I’ve been diagnosed with PF two years ago I have nebuliser morning and night with puffers if I need it my problem is I can’t sleep I have a whistle that is constant when relaxing not sure how to get rid of it as having so many sleepless nights don’t gobacktomy specialist for another month

    • Charlene Marshall says:

      Hi Linda,

      Thanks for reading my columns and reaching out via the comments. Sorry to hear of your PF diagnosis as well – sure is a cruel illness, isn’t it? I was told by my physician that nebulizers aren’t effective for PF because of the moisture in them but truly have no idea whether or not this is true as I know others who have also been put on nebulizers. I have an inhaler that I use occasionally, but not convinced it is effective either. Have you tried propping yourself up a little bit with a wedge pillow to see if that helps eliminate the whistle? It is a good topic of discussion to add to the PF News forums too – feel free to pop it in there and see if anyone else has dealt with this issue: https://pulmonaryfibrosisnews.com/forums/activity/

      I hope someone can assist!

      Regards,
      charlene.

  5. Hello Charlene,
    I was informed in June that my PF has worsened. My surprise was that this was news to me. Didn’t know I had it! Anyhow, I am now on a mission to educate myself and very much appreciate people like yourself that give your time and energies to assist others. One of my immediate concerns is with the upcoming festive season relating to family gatherings, specifically flu shots. Very few family members get the shot. I am prepared not to attend but am worried about the family “fallout” from this decision.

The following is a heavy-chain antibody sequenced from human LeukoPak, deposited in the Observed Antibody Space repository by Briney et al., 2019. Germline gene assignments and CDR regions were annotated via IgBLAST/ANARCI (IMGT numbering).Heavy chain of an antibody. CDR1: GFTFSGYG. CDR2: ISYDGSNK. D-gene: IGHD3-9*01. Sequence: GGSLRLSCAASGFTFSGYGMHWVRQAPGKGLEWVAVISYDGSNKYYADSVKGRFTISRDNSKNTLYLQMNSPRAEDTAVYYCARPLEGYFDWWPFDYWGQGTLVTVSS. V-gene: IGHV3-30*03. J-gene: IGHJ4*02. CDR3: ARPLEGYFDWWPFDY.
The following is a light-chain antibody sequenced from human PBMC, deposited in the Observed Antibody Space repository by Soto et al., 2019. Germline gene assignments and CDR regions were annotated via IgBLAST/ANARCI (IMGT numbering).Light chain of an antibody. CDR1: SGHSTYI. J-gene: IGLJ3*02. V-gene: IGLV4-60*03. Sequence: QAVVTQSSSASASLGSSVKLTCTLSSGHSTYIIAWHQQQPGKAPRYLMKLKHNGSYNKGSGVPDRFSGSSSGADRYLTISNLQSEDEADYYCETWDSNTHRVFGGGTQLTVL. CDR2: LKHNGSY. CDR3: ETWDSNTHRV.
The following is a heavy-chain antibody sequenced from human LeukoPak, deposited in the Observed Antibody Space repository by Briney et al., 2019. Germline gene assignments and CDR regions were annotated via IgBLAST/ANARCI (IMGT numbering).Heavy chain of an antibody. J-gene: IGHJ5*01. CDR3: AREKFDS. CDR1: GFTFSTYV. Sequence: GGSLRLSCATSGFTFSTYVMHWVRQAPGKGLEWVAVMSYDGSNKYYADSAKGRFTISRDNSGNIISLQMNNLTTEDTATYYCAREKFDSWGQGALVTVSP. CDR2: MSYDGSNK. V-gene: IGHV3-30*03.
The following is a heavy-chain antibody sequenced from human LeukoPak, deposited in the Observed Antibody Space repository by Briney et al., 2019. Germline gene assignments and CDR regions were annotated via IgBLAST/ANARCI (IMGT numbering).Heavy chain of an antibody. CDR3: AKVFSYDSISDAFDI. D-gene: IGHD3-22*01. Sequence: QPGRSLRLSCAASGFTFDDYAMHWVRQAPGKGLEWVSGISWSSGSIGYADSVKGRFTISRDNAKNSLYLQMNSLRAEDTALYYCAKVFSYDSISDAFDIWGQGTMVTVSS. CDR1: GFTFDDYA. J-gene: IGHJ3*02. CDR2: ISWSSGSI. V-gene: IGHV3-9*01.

• Charlene Marshall says:

      Hi Steve,

      Thanks for writing and reading my columns. Sorry to hear that your disease has worsened, but I’m glad to hear you didn’t have a lot of symptoms indicating this, hopefully it stays that way for you for awhile. Educating (and advocating) for yourself is so very important – glad you’ve accepted this “mission”.

      I can relate about the upcoming festive season and the exposure to germs/risk. I actually just finished writing a column about this, which will be published on Monday, December 9th because I am into week 4 of a horrendous pneumonia and flu. It almost killed me when I first got it, so the fear is very real. I did get the flu shot but obviously I still got it. Please feel free to use my experience to help your loved ones understand the importance of getting a flu shot and/or your decision not to attend if they aren’t careful: I spent 3 weeks in hospital, on a ventilator for some of that time because I contracted both pneumonia and the flu. My lungs aren’t strong enough yet to do a PFT to see what the damage has been as a result of these viruses. I did everything “right” to protect myself – mask, gloves, hand sanitizer, avoiding crowds etc and I still wound up sick. I have “youth” on my side – I am 32 – but for someone a lot older, going through this could have killed them. Feel free to tell your family this story and remind them that the flu shot isn’t just for them, it is to protect you too. Goodluck – let me know if I can assist in any other way.
      Charlene.